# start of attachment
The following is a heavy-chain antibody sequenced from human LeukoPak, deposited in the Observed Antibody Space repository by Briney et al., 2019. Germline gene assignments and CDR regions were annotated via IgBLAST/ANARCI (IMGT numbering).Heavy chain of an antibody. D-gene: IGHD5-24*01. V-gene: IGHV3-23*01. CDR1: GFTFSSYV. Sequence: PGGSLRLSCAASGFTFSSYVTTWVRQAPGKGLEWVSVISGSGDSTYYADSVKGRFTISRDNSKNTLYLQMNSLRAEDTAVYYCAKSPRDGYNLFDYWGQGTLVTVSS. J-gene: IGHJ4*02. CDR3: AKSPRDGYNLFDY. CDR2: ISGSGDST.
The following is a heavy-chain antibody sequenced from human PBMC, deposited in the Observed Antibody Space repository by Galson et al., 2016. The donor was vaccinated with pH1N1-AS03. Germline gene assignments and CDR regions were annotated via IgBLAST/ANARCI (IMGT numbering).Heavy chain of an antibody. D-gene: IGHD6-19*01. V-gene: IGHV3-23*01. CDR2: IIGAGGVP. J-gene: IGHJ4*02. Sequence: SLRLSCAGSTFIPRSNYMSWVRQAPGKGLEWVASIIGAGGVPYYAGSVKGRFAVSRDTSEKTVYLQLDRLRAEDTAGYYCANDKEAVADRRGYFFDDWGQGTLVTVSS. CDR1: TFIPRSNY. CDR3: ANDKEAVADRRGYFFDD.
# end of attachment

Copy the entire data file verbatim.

The following is a heavy-chain antibody sequenced from human LeukoPak, deposited in the Observed Antibody Space repository by Briney et al., 2019. Germline gene assignments and CDR regions were annotated via IgBLAST/ANARCI (IMGT numbering).Heavy chain of an antibody. D-gene: IGHD5-24*01. V-gene: IGHV3-23*01. CDR1: GFTFSSYV. Sequence: PGGSLRLSCAASGFTFSSYVTTWVRQAPGKGLEWVSVISGSGDSTYYADSVKGRFTISRDNSKNTLYLQMNSLRAEDTAVYYCAKSPRDGYNLFDYWGQGTLVTVSS. J-gene: IGHJ4*02. CDR3: AKSPRDGYNLFDY. CDR2: ISGSGDST.
The following is a heavy-chain antibody sequenced from human PBMC, deposited in the Observed Antibody Space repository by Galson et al., 2016. The donor was vaccinated with pH1N1-AS03. Germline gene assignments and CDR regions were annotated via IgBLAST/ANARCI (IMGT numbering).Heavy chain of an antibody. D-gene: IGHD6-19*01. V-gene: IGHV3-23*01. CDR2: IIGAGGVP. J-gene: IGHJ4*02. Sequence: SLRLSCAGSTFIPRSNYMSWVRQAPGKGLEWVASIIGAGGVPYYAGSVKGRFAVSRDTSEKTVYLQLDRLRAEDTAGYYCANDKEAVADRRGYFFDDWGQGTLVTVSS. CDR1: TFIPRSNY. CDR3: ANDKEAVADRRGYFFDD.